How Do Changing Laws Affect Dry Cleaners?

Written by Stephen Henshaw, P.G., CEO of EnviroForensics
As seen in Cleaner & Launderer

Over the years, I’ve written about the opportunity to utilize historical Comprehensive General Liability (CGL) insurance policies to assist in funding legal work, site investigation activities and remediation in response to claims made by environmental agencies and landlords. When I first started meeting with dry cleaners to discuss the notion that historical insurance policies were valuable assets, most business owners wouldn’t acknowledge that they had accidental spills of cleaning solvents which contaminated or may have contaminated their site. Early on, the regulatory agencies were not aggressively focusing on the dry cleaning industry as a central theme in regional and local groundwater pollution problems. The agencies were not trying to phase out PERC, and indoor vapor intrusion from dry cleaning solvents was more of a hypothetical discussion than a regulated action.

Today, the wheels continue to turn as agencies have tightened their grip on phasing out PERC and are evaluating potential risks to residences and workers where solvents have been detected in soil gas and indoor air. Court decisions involving complex environmental liability matters continue to change. Where certain state and federal courts once construed the law to allow dry cleaners to use general liability insurance policies to defend against environmental liability claims, those rulings are today being distinguished so as to reduce their precedential authority. While the occasional state court decision favors the policyholder, the rulings now usually favor the insurer’s argument that it has no duty to defend, or if they do, they are limited as to the time period in which they insured the business.

Also, when you consider the current state of the insurance industry, which is constricting by merger and acquisition, plus some disturbing findings regarding the solvency of some of the carriers, it becomes apparent that dry cleaners need to think proactively about how to address the problem of long-tail environmental liability.

In March 2010, an article in Business Insurance forecast the liquidation of Kemper Insurance Company within the next few months. When Kemper officially goes into a state-managed run-off, there will be a small window of time in which policyholders will be allowed to file claims to qualify for cents on the dollar in coverage. Following the end of this run-off period, there will be no coverage under these policies. They will effectively have gone from valuable to valueless in a matter of months.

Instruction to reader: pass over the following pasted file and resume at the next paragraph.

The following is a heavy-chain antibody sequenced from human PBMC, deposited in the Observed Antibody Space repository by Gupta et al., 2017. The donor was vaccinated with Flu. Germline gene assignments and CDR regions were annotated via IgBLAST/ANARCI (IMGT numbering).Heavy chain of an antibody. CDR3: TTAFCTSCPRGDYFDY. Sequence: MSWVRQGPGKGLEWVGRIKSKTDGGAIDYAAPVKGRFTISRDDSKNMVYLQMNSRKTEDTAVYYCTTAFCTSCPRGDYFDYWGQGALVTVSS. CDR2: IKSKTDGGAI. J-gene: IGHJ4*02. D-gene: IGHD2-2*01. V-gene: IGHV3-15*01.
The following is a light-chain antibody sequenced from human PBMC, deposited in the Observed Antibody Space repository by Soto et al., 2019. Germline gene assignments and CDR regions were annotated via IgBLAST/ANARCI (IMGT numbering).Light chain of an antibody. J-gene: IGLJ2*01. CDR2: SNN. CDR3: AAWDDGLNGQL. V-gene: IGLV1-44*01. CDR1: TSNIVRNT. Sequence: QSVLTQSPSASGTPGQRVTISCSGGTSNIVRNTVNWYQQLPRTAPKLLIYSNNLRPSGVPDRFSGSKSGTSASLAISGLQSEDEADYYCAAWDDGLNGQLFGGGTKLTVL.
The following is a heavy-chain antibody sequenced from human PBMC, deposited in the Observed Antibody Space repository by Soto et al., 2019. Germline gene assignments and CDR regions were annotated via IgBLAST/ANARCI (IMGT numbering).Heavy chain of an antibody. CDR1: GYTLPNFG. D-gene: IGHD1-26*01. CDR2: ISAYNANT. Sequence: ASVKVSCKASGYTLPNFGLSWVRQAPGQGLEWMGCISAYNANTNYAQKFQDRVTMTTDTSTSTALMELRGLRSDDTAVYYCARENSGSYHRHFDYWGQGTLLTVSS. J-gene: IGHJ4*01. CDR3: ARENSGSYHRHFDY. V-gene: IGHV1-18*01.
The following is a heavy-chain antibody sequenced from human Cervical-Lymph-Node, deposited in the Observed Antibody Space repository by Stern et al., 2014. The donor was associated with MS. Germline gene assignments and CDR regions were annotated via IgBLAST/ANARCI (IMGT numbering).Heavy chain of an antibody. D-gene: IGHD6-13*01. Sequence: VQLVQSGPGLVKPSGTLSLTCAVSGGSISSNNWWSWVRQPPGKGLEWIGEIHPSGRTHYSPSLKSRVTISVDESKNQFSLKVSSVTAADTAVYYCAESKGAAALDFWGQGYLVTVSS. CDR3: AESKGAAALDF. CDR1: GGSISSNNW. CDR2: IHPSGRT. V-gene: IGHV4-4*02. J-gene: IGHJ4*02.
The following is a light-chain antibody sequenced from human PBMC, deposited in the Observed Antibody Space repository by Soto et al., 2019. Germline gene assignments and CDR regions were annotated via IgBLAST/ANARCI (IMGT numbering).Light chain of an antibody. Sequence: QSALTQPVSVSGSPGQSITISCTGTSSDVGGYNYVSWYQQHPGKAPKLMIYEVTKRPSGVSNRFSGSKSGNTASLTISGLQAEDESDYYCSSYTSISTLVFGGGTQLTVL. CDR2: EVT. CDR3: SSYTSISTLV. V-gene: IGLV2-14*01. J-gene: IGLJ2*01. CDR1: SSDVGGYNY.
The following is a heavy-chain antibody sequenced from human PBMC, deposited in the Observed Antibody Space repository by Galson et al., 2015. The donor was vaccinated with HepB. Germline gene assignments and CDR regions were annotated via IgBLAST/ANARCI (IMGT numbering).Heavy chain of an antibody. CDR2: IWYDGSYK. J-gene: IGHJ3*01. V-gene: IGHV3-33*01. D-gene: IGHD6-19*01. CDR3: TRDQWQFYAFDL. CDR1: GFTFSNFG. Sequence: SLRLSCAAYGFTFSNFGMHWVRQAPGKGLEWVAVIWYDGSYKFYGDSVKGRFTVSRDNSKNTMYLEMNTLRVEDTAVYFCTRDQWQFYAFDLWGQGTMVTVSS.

What will this mean for dry cleaners? Kemper Insurance Company’s lead insurance unit, Lumbermen’s Mutual Casualty Company, marketed its special multi-peril and general liability insurance policies to the dry cleaning industry quite successfully in the 1970s and 1980s. Lumbermen’s Mutual policies were sponsored by dry cleaning associations in various states. Some state dry cleaners associations like the former California Fabricare Institute even purchased a master policy from Lumbermens Mutual for its members and then issued subscriptions to individual dry cleaners. If those dry cleaners covered under these policies wait until their landlords or neighboring landowners discover groundwater contamination traceable to their former operations, it will likely be too late for them to use these historical insurance policies to obtain defense against these claims. They will be required to pay legal fees, and environmental engineering costs out of their own pockets.

Self-preservation requires that dry cleaners act now to pull together their historical insurance policies; that they act now to determine whether contamination in soil or groundwater exists on their business properties. This dangerous environment also demands that they associate themselves with environmental consultants with knowledge of these matters, professionals who know how to guide and assist them in using all the resources at their disposal now to prevent catastrophes from overwhelming, even bankrupting their businesses.